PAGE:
UC Davies Uses $2.4 Million Grant to Promote STEM Programs To Black Girls
Education

UC Davies Uses $2.4 Million Grant to Promote STEM Programs To Black Girls

In-person classes
Portrait of african girl wearing face mask and writing solution of sums on white board at school. Black schoolgirl solving addition sum on white board during Covid-19 pandemic. School child thinking while doing mathematics problem and wearing surgical mask due to coronavirus.

The UC Davis Center for Integrated Computing and STEM Education (C-STEM) is using the $2.4 million grant they received from the National Science Foundation to introduce more STEM programs to Black girls in middle and high school.

The C-Stem Center received the grant last month as part of a new initiative aimed at spearheading engineering and robotics programs and resources to lead Black girls in science, technology, engineering and mathematics.

Now, UC Davis has unveiled the Ujima Girls in Robotics Leadership Project that will welcome middle and high school girls to the program’s inaugural class in 2022, UC Davis reports. The free program will be a “hands-on” experience that teaches “engineering and leadership in a culturally relevant environment.”

“This is an exciting opportunity to further encourage the creativity, leadership and scientific genius of Black girls and young women in ways that many don’t have access to in their day-to-day schooling,” said Faheemah Mustafaa, assistant professor in the UC Davis School of Education and one of the initiative’s three project leaders.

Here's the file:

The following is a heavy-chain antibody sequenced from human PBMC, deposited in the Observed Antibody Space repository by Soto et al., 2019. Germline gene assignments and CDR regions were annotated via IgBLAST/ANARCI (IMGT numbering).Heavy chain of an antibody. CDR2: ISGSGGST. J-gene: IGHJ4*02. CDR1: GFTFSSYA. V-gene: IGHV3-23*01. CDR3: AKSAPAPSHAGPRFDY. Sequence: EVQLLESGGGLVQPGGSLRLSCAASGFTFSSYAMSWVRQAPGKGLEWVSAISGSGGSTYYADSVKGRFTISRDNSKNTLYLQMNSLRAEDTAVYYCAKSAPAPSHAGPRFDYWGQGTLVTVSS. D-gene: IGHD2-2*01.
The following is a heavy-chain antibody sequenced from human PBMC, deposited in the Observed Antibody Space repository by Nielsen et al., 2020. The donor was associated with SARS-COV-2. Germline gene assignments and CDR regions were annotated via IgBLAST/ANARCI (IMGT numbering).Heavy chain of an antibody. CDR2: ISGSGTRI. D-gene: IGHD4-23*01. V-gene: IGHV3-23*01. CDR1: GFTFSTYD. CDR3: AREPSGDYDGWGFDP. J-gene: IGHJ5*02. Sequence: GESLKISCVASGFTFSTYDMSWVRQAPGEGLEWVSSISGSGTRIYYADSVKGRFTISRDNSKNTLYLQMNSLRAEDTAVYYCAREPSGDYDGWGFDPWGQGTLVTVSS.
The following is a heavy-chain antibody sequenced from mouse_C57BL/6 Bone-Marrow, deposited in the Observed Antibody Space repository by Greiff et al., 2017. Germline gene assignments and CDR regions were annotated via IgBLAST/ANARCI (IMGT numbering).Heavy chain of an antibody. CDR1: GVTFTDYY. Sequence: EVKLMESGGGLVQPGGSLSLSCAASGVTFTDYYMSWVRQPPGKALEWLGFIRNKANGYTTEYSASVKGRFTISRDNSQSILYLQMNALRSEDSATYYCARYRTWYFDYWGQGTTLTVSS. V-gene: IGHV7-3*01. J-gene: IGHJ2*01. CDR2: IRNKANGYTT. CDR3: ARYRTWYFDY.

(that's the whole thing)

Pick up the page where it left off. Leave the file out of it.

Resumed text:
“I am hopeful about the mutually empowering benefit of this project for the participants, our research team, and everyone else involved.”

Women continue to be greatly underrepresented in the STEM workforce, studies show. The numbers are even lower when it comes to how many Black women take up careers in the field. But programs like the Ujima project are hoping to change that.

Through the program, Black college students will be paired with an Ujima GIRL to help develop a curriculum, aimed at creating a “mentoring pipeline” that’ll foster the continued growth of the student in hopes of them becoming a future mentor to another Ujima GIRL.

“This grant will illuminate the talent that our Black girls already have inside them and provide a safe and nurturing environment for growth and development,” said project co-lead Teresa Aldredge, senior advisor to the C-STEM Center. “I’m honored to be a part of this important endeavor for our community.”


×